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A New Social Dialogue – A Community and Voluntary Perspective
Seán Healy, Social Justice Ireland, outlined why a new social dialogue process is essential at our Social Policy Conference 2020. Below is an extract from his paper.
A New Social Dialogue - Engagement in Decision-making
If Ireland is to succeed in addressing the challenges identified it faces, the pathway to doing so must be founded on consensus, must be well-managed, and must be properly evaluated. It has been widely recognised that Ireland’s governance was poor in certain areas prior to the economic crisis a decade ago. This is particularly so with reference to financial regulation. Moreover, that economic crisis led Government to make rash decisions, particularly on fiscal policy. These decisions were often made without any consultation, and many have since been recognised as very damaging, particularly in the case of the bank guarantee.
Reforming governance and widening participation must remain a key goal. An increased recognition of the need to include all stakeholders in the decision-making process is needed. A deliberative decision-making process, involving all stakeholders and founded on reasoned, evidence-based debate is required. To secure a new Social Contract, participation by various sectors of society is essential. One component of real participation is recognition that everyone should have the right to participate in shaping the society in which they live and the decisions that impact on them. In the 21st century this involves more than voting in elections and referenda. Ireland needs real, regular and structured deliberative democracy to ensure that all interest groups and all sectors of society can contribute to the discussion and the decision-making on the kind of society Ireland wishes to build.
Ireland would greatly benefit from having a structure that would engage all sectors at a national level. Social dialogue helps highlight issues at an early stage which would allow them to be addressed promptly. More importantly, it ensures that the various sectors of society are involved in developing mutually acceptable solutions to problems that emerge which in turn would be most likely to ensure their support for such solutions when implemented by Government. For such an approach to succeed it must include all five pillars i.e. employers, trade unions, farmers, community & voluntary and environmental.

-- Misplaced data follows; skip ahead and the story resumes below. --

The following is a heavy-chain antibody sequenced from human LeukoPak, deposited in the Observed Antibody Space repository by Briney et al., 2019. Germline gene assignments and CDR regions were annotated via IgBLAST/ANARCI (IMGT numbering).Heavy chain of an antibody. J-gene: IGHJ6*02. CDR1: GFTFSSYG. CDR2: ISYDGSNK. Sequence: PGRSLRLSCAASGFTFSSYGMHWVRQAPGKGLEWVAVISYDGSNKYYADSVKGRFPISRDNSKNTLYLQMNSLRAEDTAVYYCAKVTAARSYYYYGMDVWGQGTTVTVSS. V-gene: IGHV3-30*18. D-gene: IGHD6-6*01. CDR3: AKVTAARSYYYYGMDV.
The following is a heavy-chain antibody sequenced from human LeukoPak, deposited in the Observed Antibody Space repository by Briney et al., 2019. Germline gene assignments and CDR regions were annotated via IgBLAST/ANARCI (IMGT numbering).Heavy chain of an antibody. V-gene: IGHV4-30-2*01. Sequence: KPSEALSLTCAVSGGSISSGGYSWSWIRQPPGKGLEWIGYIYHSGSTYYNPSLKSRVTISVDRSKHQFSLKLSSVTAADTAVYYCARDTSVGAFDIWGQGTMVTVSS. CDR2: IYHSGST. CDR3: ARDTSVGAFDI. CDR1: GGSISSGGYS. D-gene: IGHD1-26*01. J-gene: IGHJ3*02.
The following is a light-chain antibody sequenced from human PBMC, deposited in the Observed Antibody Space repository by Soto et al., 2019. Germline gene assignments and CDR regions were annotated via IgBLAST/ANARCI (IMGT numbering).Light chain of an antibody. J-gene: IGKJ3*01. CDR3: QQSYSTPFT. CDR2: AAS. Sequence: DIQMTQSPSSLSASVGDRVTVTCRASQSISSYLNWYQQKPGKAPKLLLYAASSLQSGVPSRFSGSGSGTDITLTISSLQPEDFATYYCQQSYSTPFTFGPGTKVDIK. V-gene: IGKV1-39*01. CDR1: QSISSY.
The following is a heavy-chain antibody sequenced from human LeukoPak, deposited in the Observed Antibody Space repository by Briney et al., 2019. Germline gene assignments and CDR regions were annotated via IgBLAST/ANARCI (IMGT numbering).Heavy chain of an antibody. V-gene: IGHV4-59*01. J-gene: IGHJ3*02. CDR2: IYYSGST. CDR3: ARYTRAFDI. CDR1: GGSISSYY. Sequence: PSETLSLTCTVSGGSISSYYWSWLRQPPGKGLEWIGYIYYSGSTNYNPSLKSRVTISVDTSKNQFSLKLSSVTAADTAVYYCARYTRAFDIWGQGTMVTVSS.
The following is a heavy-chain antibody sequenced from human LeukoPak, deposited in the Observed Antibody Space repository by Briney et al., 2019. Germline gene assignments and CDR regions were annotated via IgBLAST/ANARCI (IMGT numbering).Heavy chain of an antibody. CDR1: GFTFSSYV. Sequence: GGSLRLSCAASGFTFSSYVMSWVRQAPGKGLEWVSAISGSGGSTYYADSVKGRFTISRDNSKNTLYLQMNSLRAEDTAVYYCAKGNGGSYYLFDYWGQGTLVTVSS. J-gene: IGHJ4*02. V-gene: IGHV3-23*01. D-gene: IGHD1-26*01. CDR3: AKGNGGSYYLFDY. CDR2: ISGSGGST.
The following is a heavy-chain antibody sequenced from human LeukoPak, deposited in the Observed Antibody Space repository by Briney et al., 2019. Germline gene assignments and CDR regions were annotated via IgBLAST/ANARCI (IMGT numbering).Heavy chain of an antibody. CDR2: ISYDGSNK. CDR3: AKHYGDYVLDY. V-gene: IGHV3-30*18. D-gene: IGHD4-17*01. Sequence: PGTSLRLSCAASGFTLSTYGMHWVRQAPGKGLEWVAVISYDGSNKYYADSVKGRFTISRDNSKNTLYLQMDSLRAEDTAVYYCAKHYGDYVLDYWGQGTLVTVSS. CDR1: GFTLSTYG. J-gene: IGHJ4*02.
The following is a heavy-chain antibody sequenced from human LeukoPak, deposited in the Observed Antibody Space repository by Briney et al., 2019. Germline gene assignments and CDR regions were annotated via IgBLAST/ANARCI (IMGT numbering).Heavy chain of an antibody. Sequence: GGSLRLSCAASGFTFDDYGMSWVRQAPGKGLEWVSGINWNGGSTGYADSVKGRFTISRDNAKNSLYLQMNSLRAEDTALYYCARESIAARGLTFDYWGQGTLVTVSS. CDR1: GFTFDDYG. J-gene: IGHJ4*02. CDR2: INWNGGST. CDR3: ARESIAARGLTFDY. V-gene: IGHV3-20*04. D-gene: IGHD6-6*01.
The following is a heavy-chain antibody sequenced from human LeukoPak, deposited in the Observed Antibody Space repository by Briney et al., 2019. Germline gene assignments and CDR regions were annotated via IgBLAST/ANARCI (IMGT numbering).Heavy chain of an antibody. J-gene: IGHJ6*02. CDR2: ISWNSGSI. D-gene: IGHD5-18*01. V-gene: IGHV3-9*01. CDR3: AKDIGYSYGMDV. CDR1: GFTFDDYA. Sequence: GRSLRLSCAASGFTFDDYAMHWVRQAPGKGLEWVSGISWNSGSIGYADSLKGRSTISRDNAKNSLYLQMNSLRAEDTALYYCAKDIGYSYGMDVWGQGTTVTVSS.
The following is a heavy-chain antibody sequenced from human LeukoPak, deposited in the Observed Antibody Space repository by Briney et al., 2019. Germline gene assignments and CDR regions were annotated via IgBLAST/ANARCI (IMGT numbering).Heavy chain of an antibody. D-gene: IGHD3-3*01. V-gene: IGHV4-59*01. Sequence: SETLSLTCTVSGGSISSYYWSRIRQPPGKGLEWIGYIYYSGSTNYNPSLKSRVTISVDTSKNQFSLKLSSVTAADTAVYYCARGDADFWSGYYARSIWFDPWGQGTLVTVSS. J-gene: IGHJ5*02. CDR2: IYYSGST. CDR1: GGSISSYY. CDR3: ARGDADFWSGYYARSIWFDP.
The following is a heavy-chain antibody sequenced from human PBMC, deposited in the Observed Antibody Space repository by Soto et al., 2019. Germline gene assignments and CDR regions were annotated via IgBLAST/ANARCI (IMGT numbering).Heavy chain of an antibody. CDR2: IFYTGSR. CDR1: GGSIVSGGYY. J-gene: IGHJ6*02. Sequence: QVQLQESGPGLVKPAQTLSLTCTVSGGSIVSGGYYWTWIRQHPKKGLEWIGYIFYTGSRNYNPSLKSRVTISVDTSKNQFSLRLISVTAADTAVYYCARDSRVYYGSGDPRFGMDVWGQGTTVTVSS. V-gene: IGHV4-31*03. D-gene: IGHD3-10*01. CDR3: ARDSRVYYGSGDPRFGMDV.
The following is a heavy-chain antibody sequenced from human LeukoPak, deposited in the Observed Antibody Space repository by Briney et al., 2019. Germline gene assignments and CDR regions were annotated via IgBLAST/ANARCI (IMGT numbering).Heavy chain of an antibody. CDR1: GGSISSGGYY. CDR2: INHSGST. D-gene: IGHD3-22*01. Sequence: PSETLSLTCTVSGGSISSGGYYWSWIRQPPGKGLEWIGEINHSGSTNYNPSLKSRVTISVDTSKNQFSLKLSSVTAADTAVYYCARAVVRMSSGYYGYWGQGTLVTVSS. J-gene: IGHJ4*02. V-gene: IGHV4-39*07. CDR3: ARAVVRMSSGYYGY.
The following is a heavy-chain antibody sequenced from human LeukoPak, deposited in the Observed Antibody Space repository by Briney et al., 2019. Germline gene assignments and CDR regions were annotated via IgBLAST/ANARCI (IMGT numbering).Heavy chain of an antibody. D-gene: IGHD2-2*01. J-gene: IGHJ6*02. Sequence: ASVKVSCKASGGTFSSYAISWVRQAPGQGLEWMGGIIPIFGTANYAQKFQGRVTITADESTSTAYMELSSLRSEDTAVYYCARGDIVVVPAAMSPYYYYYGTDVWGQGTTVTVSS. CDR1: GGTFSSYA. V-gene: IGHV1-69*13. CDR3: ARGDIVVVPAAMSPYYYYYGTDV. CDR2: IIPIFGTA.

As already noted, Ireland faces significant challenges in the coming decades, among them the housing and health situations, an increasing older population and the transition to a cleaner, greener economy. We need to get beyond growth and markets and recognise that, while they do have a role, they are only part of the solution. It is also important that all sectors of society – young and old, urban and rural, businesses, trade unions, farmers, community/voluntary, social inclusion and environmental – have a voice in deciding how these challenges will be met.
The National Economic Dialogue (NED) is an example of the potential for such dialogue. Government held the first NED in July 2015 and has repeated the process annually since. Social Justice Ireland welcomed this deliberative approach to policymaking but argued that it should meet more regularly than once a year, and should broaden its deliberations beyond the economy.
If Government wishes for all of society to take responsibility for producing a more viable social and economic model, it must involve all major sectors in society in shaping it.